Capnography: What does it tell us?

Capnography is the measurement of respiratory CO2.

Respiration involves  cellular metabolism, O2 & CO2 transportation (circulation) and ventilation. It results in the production and clearance of CO2 from the body.

During respiration CO2 is expired from the body while O2 is inspired. Capnography measures CO2 levels as they rise and fall in the patient’s breath.  There are two methods of measuring respiratory CO2.

Side-stream collection (collecting a small amount of respired air through a small tube off the main ET / anaesthetic connection). This form of measurement can be a little delayed and is much more challenging in small patients. It does allow CO2 measurement in sedated patients.

Mainstream collection (the sensor is part of the anaesthetic connection and directly measures CO2 levels entering or leaving the patient).

The capnograph trace is broken into four phases:

Phase 1: Dead space expiration. This is the beginning of expiration where CO2 levels are usually low (represents air that is sitting in the upper airways and not lungs).

Phase 2: The rising phase of the trace where alveolar CO2 levels leave the lungs during expiration.

Phase 3: CO2 levels plateau as CO2 rich alveolar air is expelled. This reaches a peak at the end tidal phase where expiration ceases then changes into inspiration.

Phase 4: Inspiration begins and CO2 levels rapidly fall.

CO2 is the by-product of cellular metabolism. It is transferred from the cell to the blood where it is transported to the lungs. CO2 then diffuses out of the blood into the alveolar space and is expelled in the breath. This is a complex process and part of the acid – base regulatory system.

 

 

During normal respiration O2 and CO2 move in and out of the body in a regulated fashion. Oxygen saturation is maintained somewhere between 95 – 100% while CO2 reaches a maximum of 35 – 45mm Hg during peak expiration. Anything that interferes with the patient’s metabolism, CO2 or O2 transportation (circulation & pulmonary perfusion) or respiration will impact CO2 levels. Capnography provides a window into the patients respiratory and circulatory system.

CO2 levels can go up or down. Common causes include:

Rising CO2 levels: Reduced ventilation, increased metabolism or elevating body temperature.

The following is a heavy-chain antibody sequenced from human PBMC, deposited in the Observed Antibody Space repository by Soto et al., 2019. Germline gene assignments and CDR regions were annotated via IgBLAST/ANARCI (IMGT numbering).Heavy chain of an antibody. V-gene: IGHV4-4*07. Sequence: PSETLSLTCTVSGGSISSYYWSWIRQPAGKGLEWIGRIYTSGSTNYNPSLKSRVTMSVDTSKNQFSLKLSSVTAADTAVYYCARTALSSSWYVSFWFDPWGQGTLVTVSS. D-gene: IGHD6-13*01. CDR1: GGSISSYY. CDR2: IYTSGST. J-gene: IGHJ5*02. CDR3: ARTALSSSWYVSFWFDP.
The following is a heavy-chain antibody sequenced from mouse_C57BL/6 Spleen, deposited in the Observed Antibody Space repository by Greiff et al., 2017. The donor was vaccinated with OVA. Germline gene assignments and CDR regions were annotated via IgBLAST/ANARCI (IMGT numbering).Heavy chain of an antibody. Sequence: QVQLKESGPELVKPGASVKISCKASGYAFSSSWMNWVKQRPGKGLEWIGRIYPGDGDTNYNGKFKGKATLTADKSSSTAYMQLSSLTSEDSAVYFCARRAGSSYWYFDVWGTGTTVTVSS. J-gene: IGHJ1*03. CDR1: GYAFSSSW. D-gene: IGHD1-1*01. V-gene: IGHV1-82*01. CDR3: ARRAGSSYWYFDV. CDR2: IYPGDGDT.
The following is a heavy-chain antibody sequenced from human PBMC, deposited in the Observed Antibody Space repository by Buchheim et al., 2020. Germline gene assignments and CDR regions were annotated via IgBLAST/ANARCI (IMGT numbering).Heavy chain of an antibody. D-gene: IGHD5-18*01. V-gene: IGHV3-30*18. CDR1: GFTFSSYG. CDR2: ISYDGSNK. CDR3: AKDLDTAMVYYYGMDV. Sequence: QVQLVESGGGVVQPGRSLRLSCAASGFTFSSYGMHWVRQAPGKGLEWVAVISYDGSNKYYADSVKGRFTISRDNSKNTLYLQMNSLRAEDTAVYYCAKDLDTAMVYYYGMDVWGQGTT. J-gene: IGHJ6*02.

Falling CO2 levels: Increased ventilation, decreased metabolism and falling body temperature.

Step wise elevation of the baseline CO2 levels may indicate rebreathing problems with the anaesthetic machine.

Significant changes in the capnograph trace may indicate incorrect placement of the ET tube (within the oesophagus), or incorrect seal between ET tube & trachea.

It is important to consider factors that affect patient metabolism (hypothermia / hyperthermia), circulation (cardiac disease) or respiratory rate / function (CNS disease or injury / respiratory disease / over perfusion) when observing changes to the capnograph trace. The other consideration is the anaesthetic machine and its circuitry. Exhausted soda lime, sticky pop off valves, poorly positioned or loosely fitting ET tubes can all affect CO2 levels.

Capnography has resulted in much safer human anaesthesia. It has the potential to do the same for veterinary patients. Capnography provides a much more sensitive picture of the patient’s physiology than pulse oximetry. The two challenges for veterinary practices are:

  1. Cost. Capnography monitors are expensive.
  2. Education. Staff need to have a good understanding just what changes to the capnograph trace represent and how to address them.

The following links provide a very good source of information on capnography and respiratory physiology.

 

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